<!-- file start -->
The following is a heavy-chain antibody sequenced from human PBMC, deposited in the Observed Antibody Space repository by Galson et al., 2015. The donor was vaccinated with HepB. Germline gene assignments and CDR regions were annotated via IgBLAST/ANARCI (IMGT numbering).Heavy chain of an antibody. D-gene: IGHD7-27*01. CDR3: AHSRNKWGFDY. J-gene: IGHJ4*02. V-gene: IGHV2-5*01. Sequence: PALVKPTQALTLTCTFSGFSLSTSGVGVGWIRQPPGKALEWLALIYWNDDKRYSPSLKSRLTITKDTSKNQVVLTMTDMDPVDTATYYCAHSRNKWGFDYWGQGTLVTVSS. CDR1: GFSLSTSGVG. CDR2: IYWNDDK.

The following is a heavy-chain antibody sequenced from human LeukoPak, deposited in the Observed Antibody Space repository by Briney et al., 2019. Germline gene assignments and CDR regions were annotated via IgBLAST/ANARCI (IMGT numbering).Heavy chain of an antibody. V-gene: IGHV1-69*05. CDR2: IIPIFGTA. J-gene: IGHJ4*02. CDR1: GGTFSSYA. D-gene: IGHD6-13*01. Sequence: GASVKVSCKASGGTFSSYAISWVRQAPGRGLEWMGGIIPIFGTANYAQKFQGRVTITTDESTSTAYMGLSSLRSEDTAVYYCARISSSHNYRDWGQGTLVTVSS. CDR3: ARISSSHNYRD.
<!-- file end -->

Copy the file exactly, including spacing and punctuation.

The following is a heavy-chain antibody sequenced from human PBMC, deposited in the Observed Antibody Space repository by Galson et al., 2015. The donor was vaccinated with HepB. Germline gene assignments and CDR regions were annotated via IgBLAST/ANARCI (IMGT numbering).Heavy chain of an antibody. D-gene: IGHD7-27*01. CDR3: AHSRNKWGFDY. J-gene: IGHJ4*02. V-gene: IGHV2-5*01. Sequence: PALVKPTQALTLTCTFSGFSLSTSGVGVGWIRQPPGKALEWLALIYWNDDKRYSPSLKSRLTITKDTSKNQVVLTMTDMDPVDTATYYCAHSRNKWGFDYWGQGTLVTVSS. CDR1: GFSLSTSGVG. CDR2: IYWNDDK.

The following is a heavy-chain antibody sequenced from human LeukoPak, deposited in the Observed Antibody Space repository by Briney et al., 2019. Germline gene assignments and CDR regions were annotated via IgBLAST/ANARCI (IMGT numbering).Heavy chain of an antibody. V-gene: IGHV1-69*05. CDR2: IIPIFGTA. J-gene: IGHJ4*02. CDR1: GGTFSSYA. D-gene: IGHD6-13*01. Sequence: GASVKVSCKASGGTFSSYAISWVRQAPGRGLEWMGGIIPIFGTANYAQKFQGRVTITTDESTSTAYMGLSSLRSEDTAVYYCARISSSHNYRDWGQGTLVTVSS. CDR3: ARISSSHNYRD.